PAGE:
Mango!

Now, I don’t want to get you all excited because it may turn out to be a fizzer but… I have some mangoes on the tree!

Kensington Pride Mango

I won’t hold my breath because they could quite easily fall off  at this stage but we will see. Just to be on the safe side, I am removing the little one so that the tree can direct all of it’s energy into the other two fruits.

There were seven in total but I had a little accident the other day that caused the demise of the branch holding the others. It was probably for the best anyway.

Just in case you are wondering it is a Kensington Pride and I have had it for about 2 years. It’s currently in a pot but when the time is right I will be moving Mr. Kensington out to the orchard.

Ciao xx

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10 responses to this post.

  1. Posted by Michelle on January 19, 2012 at 5:08 pm

    That is very exciting!! Good luck with them 🙂

    Reply

  2. Hi Jodi! Happy New Year! So exciting and I wish you success with your mango tree. I am keen to grow one too, as I am a mango fan. Well who isnt! I look forward to getting some tips from you soon.

    Best regards,
    Mary Jordon
    (@still writing that book!)

    Reply

    • Hi Mary,

      Happy New Year to you too! Ah… mangoes. They really are the jewels of the garden.

      Do let me know if there is something specific that you would like to know about the garden.

      Take care,

      Jodi

      Reply

  3. Wonderful! I have my fingers crossed for you that they hold on.

    Reply

  4. Sorry to hear that they dropped 😦 Still, a pretty promising start, having the fruit set at all.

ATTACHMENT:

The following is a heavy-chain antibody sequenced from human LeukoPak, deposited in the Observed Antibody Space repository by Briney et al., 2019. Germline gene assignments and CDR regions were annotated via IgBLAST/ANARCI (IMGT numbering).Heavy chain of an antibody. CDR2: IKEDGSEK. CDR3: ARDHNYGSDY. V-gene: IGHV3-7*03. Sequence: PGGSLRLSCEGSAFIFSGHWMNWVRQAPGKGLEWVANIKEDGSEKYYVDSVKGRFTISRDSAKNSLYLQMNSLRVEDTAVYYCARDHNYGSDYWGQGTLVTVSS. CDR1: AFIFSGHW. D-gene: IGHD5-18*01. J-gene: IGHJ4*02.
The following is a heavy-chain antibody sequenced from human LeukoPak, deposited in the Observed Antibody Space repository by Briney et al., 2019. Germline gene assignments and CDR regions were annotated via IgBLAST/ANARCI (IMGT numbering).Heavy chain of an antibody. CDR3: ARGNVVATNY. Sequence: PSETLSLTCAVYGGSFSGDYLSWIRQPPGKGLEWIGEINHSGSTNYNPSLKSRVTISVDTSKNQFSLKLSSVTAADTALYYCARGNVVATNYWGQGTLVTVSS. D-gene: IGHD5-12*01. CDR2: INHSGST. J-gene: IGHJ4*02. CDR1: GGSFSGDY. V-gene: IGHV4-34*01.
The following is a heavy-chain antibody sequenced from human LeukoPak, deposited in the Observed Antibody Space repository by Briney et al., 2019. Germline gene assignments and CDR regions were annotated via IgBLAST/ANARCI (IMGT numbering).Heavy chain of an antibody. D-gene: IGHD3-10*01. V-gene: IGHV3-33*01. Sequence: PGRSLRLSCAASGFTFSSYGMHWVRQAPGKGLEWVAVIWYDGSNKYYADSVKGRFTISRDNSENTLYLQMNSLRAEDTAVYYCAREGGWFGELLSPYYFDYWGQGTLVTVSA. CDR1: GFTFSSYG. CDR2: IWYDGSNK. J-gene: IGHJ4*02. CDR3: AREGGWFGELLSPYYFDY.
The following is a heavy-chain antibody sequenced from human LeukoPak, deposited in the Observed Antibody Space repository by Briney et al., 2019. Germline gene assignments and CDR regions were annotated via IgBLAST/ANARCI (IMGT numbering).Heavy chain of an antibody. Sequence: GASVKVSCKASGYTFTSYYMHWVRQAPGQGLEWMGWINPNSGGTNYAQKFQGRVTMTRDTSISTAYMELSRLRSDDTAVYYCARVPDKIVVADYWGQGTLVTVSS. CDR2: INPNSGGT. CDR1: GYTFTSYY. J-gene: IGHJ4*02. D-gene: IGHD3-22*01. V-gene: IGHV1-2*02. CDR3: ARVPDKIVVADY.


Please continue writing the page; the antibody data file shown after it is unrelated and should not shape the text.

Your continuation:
Our friend’s just had two mango seeds germinate in her compost; she’s given me one and I’ve potted it up (all 20cm of it) hoping that we can keep it alive. Got any tips for mango-growing in Melbourne? I’m guessing they like warmth, no frost, and semi-shade in the Summer, but I have no experience of ’em at all.

    Reply

    • Hi Alexis,

      I think that the key to success is threefold:

      1) You’ve got to have a cold tolerant variety.
      2) Keep the potting mix moist at all times and
      3) Keep the young plant away from frost.

      How did I do this? Well, for a start my tree was about a 3/4m tall when it came to me so I haven’t had to baby it for too long (2yrs). And Then to ensure that it stayed moist I placed it into a large Greensmart pot by my back door (on the north side of the house) hard up against the bricks. The deck there does get a little frosty to about half way across but not up against the bricks. Now, it is still in the pot but, I am thinking about moving it out to the yard next year. Either that or I will move it into a half wine barrel that I will convert to behave the same as a Greensmart pot. That way I can be sure that the soil remains moist and that it’s not drowning in water at the same time.

      You know, the amazing thing with those tiny fruit that did form is that, when split, they already smelled like a ripe mango.

      I hope that helps. Now, you might not have a “cold tolerant” variety from the compost but, you never know your luck in a big city! I hope that it does really well.

      Jodi

      Reply

      • Hey, thanks. That’s a really useful reply. You’re very generous with your expertise! I’m guessing the seed is from whatever’s grown commercially in Queensland. I have a couple of tropical/subtropical experiments going on in the garden at the moment, and that there north-facing wall is getting a good workout. I’ll be interested to see how this little seedling goes. Meanwhile, hoping to read in a year’s time that your mango grows some grown-up fruit. Wouldn’t that be excellent!

      • Hi Alexis,

        That’s no problem at all. In Permaculture terms this is my return of surplus. That was what motivated me to start writing a blog in the first place.

        Please do report in from time to time about your mango seedling. We’ll be keen to hear how you get on with it.

        Take care,

        Jodi

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